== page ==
The rapidly changing economic landscape, coupled with transformational advances in information and communication technologies, presents many challenges to managers of large and small enterprises alike. They need to adopt a holistic approach to continuously renew and innovate their organizations’ capabilities, their product and service mix, their product-market strategies, their activity systems, and more. In response to such challenges, two perspectives have emerged in the strategic management literature in the last two decades: the dynamic capabilities paradigm and the business model perspective. With few exceptions, these viewpoints have been kept separate. In this chapter, we explore the rich links between these two perspectives and suggest that business model design, when viewed through a process lens, is in fact a dynamic capability. Our contribution is to elaborate on the mechanisms of this capability.
Anchored in the broad design literature we derive four antecedents of business model design: goals, templates, stakeholder activities, and environmental constraints. These business model design antecedents are illustrated using interview data from nine new ventures in the P2P lending space. We proceed with the theoretical development to link the design antecedents to the design themes of business models, and conclude with implications for business model research and entrepreneurial leaders.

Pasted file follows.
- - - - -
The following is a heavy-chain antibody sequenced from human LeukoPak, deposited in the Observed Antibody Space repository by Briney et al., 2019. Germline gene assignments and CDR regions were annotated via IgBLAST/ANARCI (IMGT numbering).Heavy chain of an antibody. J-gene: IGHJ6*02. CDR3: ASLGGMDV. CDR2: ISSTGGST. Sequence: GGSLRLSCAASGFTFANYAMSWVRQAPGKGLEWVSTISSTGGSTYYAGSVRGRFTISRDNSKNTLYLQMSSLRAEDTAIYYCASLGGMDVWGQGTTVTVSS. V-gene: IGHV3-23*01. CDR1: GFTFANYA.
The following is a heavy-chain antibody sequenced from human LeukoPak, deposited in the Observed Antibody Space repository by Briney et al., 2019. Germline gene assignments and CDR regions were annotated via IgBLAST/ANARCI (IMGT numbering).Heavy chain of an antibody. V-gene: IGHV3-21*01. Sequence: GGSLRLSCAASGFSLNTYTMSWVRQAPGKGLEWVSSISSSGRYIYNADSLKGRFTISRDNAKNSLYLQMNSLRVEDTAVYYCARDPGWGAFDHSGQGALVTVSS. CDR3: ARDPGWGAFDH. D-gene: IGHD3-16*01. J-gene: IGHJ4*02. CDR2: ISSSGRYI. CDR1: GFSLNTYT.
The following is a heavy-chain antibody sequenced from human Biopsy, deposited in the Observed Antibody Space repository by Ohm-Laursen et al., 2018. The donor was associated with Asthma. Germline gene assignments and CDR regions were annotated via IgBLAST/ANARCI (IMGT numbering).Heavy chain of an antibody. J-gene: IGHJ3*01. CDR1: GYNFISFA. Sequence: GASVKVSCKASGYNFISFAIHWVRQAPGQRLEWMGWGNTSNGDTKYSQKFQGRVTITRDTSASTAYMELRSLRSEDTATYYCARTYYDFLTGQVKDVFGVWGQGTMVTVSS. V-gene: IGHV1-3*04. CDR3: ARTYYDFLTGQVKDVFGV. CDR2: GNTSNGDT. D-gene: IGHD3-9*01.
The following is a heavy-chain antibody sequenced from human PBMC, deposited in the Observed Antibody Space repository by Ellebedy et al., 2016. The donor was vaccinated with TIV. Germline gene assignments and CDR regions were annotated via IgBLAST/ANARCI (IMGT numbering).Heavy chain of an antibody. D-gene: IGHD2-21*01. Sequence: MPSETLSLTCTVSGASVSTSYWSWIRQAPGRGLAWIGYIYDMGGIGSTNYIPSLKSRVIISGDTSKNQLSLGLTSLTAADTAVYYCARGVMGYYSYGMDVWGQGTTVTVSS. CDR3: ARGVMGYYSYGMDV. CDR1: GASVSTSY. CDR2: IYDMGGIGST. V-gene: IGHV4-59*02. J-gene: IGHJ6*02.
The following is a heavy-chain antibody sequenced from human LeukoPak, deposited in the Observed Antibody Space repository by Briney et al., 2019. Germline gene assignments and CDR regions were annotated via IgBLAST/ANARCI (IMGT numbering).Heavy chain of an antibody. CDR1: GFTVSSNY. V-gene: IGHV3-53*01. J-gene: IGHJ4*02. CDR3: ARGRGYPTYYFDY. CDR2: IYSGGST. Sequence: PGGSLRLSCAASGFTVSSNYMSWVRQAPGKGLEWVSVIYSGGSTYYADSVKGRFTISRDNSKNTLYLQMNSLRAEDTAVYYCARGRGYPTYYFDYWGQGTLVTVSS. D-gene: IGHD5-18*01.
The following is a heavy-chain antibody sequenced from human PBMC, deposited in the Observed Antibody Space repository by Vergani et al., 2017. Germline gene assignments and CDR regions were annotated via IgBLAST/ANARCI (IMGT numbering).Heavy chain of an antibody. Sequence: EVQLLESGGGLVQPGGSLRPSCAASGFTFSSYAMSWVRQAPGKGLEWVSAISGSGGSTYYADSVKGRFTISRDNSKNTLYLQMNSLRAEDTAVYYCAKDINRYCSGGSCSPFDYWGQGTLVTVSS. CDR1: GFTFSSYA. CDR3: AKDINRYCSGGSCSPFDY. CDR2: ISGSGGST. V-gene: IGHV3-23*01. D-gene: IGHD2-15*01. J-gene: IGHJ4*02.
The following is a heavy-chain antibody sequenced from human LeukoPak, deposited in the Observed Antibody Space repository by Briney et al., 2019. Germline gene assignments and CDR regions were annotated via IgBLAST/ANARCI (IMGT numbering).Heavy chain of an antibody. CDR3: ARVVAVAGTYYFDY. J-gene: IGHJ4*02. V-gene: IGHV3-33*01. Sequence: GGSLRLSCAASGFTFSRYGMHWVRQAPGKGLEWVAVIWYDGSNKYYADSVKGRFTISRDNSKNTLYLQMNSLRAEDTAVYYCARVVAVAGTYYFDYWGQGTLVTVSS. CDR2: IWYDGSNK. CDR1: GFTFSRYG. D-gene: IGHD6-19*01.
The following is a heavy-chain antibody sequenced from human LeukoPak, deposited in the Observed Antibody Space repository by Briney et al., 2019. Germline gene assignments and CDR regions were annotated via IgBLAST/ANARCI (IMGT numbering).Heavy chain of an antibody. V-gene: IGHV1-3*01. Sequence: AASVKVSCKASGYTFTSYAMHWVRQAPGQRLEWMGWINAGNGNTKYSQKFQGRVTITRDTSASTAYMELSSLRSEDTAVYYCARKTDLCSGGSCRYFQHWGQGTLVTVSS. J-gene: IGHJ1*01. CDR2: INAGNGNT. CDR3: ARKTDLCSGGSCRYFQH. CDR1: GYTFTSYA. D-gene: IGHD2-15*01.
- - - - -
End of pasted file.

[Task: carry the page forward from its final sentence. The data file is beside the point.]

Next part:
We highlight business model innovation as a way for general managers and entrepreneurs to create and appropriate value, especially in times of economic change. Business model innovation, which involves designing a modified or new activity system, relies on recombining the existing resources of a firm and its partners, and it does not require significant investments in R&D. We offer managers and researchers a conceptual primer on business model innovation emphasizing the importance of system-level thinking.